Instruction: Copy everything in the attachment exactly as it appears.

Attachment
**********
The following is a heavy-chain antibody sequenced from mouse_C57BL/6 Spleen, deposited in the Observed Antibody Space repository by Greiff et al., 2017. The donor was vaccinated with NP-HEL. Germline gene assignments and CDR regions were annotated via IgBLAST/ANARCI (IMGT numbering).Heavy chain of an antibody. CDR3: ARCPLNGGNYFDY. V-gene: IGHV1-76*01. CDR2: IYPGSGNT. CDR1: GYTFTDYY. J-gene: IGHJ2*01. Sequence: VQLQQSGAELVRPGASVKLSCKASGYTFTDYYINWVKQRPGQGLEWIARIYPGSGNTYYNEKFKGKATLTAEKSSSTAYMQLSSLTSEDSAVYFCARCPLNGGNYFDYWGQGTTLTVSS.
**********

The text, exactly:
The following is a heavy-chain antibody sequenced from mouse_C57BL/6 Spleen, deposited in the Observed Antibody Space repository by Greiff et al., 2017. The donor was vaccinated with NP-HEL. Germline gene assignments and CDR regions were annotated via IgBLAST/ANARCI (IMGT numbering).Heavy chain of an antibody. CDR3: ARCPLNGGNYFDY. V-gene: IGHV1-76*01. CDR2: IYPGSGNT. CDR1: GYTFTDYY. J-gene: IGHJ2*01. Sequence: VQLQQSGAELVRPGASVKLSCKASGYTFTDYYINWVKQRPGQGLEWIARIYPGSGNTYYNEKFKGKATLTAEKSSSTAYMQLSSLTSEDSAVYFCARCPLNGGNYFDYWGQGTTLTVSS.